Saturday, 23 January 2016 05:56

Simple Li-ion and Ni-MH battery true capacity and internal resistance tester using Arduino

Written by
Rate this item
(2 votes)

Recently I have bought a bunch of  a Lithium-ion batteries at Aliexpress. Their capacity is declared  a 1200 mAh  for UltraFire YF 14500, and even a 6000 mAh for UltraFire SJ 18650.

But it is not very reasonable to believe that ambitious numbers are true – according to their price. So I decided to make a simple schematic that can measure the true capacity of these accumulators. One more possible problem may be the high internal resistance. It may result in a major voltage decrease under load. So it will be nice to measure it, too.


What are these milliampere-hours that are printed on a battery labels? Roughly speaking, the capacity of 6000 mA*h means that the accumulator can provide a 1-ampere current for 6 hours before it will be discharged to it’s lower voltage limit. And if dredge up a physics schoolbook, a current multiplied by time gives a value of electrical charge. So 1 milliampere-hour is 3.6 Coulombs.

How to measure this property? You must connect an accumulator to a load, and measure the electric current passing through it. As the current will decrease according to decrease of voltage - the current must be measured  in a regular time intervals. All obtained values of current are multiplied by the value of a time intervals, and the results are summed.
The next question is how to measure the current in a cirquit? Well, this is easy. According to the Ohm’s law (I=U/R), if we know the load resistance and the voltage drop at this resistance – then when we shall divide the voltage drop by a resistance we’ll receive the value of a current.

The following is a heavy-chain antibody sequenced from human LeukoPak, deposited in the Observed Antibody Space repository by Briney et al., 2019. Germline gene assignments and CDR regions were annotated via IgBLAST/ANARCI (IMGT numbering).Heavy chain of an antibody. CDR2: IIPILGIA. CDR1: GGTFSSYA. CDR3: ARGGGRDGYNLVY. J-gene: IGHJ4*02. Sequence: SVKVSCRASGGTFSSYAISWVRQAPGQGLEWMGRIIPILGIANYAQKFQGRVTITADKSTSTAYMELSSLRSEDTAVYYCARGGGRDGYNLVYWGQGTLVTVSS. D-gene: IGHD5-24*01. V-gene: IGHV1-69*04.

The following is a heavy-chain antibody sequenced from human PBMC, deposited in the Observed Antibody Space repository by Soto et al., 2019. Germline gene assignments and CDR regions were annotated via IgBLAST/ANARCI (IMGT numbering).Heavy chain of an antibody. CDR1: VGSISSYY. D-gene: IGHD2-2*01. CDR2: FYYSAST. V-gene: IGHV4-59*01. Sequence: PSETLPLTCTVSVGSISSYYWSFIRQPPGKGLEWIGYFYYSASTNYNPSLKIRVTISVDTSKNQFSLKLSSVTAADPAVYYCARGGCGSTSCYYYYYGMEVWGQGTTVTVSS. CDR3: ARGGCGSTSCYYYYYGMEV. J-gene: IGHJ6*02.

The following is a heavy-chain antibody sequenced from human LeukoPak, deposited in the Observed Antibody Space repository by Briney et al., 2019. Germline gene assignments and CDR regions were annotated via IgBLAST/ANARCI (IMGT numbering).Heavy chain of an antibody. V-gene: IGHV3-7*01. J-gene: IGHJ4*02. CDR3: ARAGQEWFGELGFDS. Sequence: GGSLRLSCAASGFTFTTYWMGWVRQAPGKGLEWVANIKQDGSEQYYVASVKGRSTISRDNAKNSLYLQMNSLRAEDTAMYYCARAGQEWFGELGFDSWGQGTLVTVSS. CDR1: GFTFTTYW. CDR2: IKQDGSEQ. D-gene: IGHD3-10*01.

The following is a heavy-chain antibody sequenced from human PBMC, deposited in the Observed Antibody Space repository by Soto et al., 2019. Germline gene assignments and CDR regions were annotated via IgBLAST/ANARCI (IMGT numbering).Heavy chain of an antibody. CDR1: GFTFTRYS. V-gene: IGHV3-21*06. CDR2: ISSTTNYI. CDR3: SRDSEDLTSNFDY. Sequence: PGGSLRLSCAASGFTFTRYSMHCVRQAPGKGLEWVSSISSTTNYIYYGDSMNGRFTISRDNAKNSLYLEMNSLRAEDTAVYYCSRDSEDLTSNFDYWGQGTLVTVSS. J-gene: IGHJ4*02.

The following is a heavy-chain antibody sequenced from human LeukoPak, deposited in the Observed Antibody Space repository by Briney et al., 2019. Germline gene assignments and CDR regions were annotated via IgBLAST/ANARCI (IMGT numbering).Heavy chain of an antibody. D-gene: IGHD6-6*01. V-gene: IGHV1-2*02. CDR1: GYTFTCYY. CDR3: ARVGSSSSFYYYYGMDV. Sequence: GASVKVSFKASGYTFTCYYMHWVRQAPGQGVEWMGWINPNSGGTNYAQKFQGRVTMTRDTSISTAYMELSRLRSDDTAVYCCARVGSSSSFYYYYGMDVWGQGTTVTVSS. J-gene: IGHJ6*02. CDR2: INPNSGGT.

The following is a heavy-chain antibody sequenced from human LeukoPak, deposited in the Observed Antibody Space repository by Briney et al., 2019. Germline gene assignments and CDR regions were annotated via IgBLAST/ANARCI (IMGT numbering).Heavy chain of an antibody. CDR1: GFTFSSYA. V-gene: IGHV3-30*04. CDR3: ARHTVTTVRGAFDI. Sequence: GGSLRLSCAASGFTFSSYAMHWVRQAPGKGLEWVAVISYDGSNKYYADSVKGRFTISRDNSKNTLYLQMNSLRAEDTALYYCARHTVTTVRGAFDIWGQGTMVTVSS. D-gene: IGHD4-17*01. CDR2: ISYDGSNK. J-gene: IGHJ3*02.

Battery load schematic

And  the voltage drop may be measured using an Arduino, which has such a feature as an ADC – an analog-to-digital converter. It compares the voltage at the ADC input to Arduino’s feeding voltage (+5 V) and produces a value from 0 to 1024. We take this value, multiply it by 5 volts, divide it by 1024 – and here is a voltage. As I need the difference between thise two points – I’ll use two Arduino ADC inputs, and subtract ADC1 from ADC0.

The last question is how to measure the internal resistance of a battery. First we must measure the voltage of unloaded accumulator, then switch on the load, and measure the voltage under load. The difference of these two voltages is the voltage that is dropping at internal resistance of a battery. Dividing this voltage drop by the current – we’ll have the value of internal resistance.

And some words about the schematic design.

To switch the current in a cirquit on and off – I’ll use the MOSFET transistor and connect Arduino digital pin 7 to it’s base.
The results will be displayed at Nokia 5110 LCD screen.
In order to switch between working modes, I’ll connect the tact switch to Arduino digital pin 6.
When the measuring will be done, the Arduino will notify me by the tone from the speaker connected to it’s digital pin 5.

The parts list

 - an Arduino

 - load resistors. I used 6 pieces  1 — Ohm resistors and connected them in series. You may use one with a resistance from 2 to 10 Ohms. It must be designed for at least  5 Watts power — because all energy that is stored in a battery will dissipate at this resistor.

- 10 kOhm resistors — 2 pieces

- 100 kOhm resistor

- 1 kOhm resistor

- 100 Ohm resistor

- a MOSFET. I used one of the most popular and cheap - IRFZ44N.

 - Nokia 5110 LCD screen

 - a small speaker

 - a tact switch

 - wires

Schematic and program: 

Arduino battery capacitu tester schematic

This time I made the schematic in Fritzing - taking into account that this device barely will be often needed, and it may be assembled an a breadboard in 10 minutes. The download link is below.

I have wrote the program for Arduino from scratch. It does not contain any complex logical constructions - so it will be easy to understand it even for beginners.

The assembly process is recorded to video in details - so you may look at it:

The measuring results were even worse than I supposed them to be. 

"1200 mAh" UltraFire YF 14500 appeared to have just 378 mAh, and the "6000" mAh UltraFire SJ 18650 has only 1119 mAh. That's the result of discharging to 3.5 volts. Later I performed one more test with SJ 18650 and discharged it to 3.1 volts through a 3 Ohms. This added about 20% to capacity - but it's still too small charge.

The internal resistance was 0.35 - 0.5 Ohms. I couldn't find the proper values for internal resistance of such an accumulators - so let it be for now.

You can download the schematic and Arduino program here.

Well, that's all of it! If you have any questions - don't restrict yourself, write it in the comments!

Read 10044 times Last modified on Sunday, 24 January 2016 21:44


Login to post comments